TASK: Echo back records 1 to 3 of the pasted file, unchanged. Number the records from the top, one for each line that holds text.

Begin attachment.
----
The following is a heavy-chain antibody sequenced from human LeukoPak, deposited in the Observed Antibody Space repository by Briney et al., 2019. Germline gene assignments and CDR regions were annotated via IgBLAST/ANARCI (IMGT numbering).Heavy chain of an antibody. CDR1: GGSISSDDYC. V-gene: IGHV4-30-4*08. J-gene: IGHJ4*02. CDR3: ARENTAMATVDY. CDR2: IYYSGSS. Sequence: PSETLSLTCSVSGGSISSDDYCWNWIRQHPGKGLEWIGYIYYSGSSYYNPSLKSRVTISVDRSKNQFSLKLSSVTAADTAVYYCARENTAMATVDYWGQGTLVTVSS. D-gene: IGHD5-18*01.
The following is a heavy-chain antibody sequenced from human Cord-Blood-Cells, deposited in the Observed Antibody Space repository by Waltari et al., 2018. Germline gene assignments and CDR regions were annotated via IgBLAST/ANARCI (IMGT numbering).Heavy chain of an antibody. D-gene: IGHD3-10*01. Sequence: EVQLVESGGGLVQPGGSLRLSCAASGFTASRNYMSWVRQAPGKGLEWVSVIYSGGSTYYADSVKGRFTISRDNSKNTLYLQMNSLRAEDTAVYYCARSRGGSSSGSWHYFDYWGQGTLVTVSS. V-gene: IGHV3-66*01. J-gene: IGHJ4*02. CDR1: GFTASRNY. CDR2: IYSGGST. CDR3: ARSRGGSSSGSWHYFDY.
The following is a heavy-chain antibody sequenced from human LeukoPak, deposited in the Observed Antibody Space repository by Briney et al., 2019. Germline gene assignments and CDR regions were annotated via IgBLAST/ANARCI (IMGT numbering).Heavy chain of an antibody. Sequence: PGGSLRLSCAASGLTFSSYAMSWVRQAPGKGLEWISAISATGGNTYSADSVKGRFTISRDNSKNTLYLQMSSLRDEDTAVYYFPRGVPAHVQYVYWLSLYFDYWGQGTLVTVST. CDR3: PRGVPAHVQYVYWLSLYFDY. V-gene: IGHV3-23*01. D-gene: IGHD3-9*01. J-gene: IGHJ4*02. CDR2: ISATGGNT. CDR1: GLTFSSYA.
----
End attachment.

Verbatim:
The following is a heavy-chain antibody sequenced from human LeukoPak, deposited in the Observed Antibody Space repository by Briney et al., 2019. Germline gene assignments and CDR regions were annotated via IgBLAST/ANARCI (IMGT numbering).Heavy chain of an antibody. CDR1: GGSISSDDYC. V-gene: IGHV4-30-4*08. J-gene: IGHJ4*02. CDR3: ARENTAMATVDY. CDR2: IYYSGSS. Sequence: PSETLSLTCSVSGGSISSDDYCWNWIRQHPGKGLEWIGYIYYSGSSYYNPSLKSRVTISVDRSKNQFSLKLSSVTAADTAVYYCARENTAMATVDYWGQGTLVTVSS. D-gene: IGHD5-18*01.
The following is a heavy-chain antibody sequenced from human Cord-Blood-Cells, deposited in the Observed Antibody Space repository by Waltari et al., 2018. Germline gene assignments and CDR regions were annotated via IgBLAST/ANARCI (IMGT numbering).Heavy chain of an antibody. D-gene: IGHD3-10*01. Sequence: EVQLVESGGGLVQPGGSLRLSCAASGFTASRNYMSWVRQAPGKGLEWVSVIYSGGSTYYADSVKGRFTISRDNSKNTLYLQMNSLRAEDTAVYYCARSRGGSSSGSWHYFDYWGQGTLVTVSS. V-gene: IGHV3-66*01. J-gene: IGHJ4*02. CDR1: GFTASRNY. CDR2: IYSGGST. CDR3: ARSRGGSSSGSWHYFDY.
The following is a heavy-chain antibody sequenced from human LeukoPak, deposited in the Observed Antibody Space repository by Briney et al., 2019. Germline gene assignments and CDR regions were annotated via IgBLAST/ANARCI (IMGT numbering).Heavy chain of an antibody. Sequence: PGGSLRLSCAASGLTFSSYAMSWVRQAPGKGLEWISAISATGGNTYSADSVKGRFTISRDNSKNTLYLQMSSLRDEDTAVYYFPRGVPAHVQYVYWLSLYFDYWGQGTLVTVST. CDR3: PRGVPAHVQYVYWLSLYFDY. V-gene: IGHV3-23*01. D-gene: IGHD3-9*01. J-gene: IGHJ4*02. CDR2: ISATGGNT. CDR1: GLTFSSYA.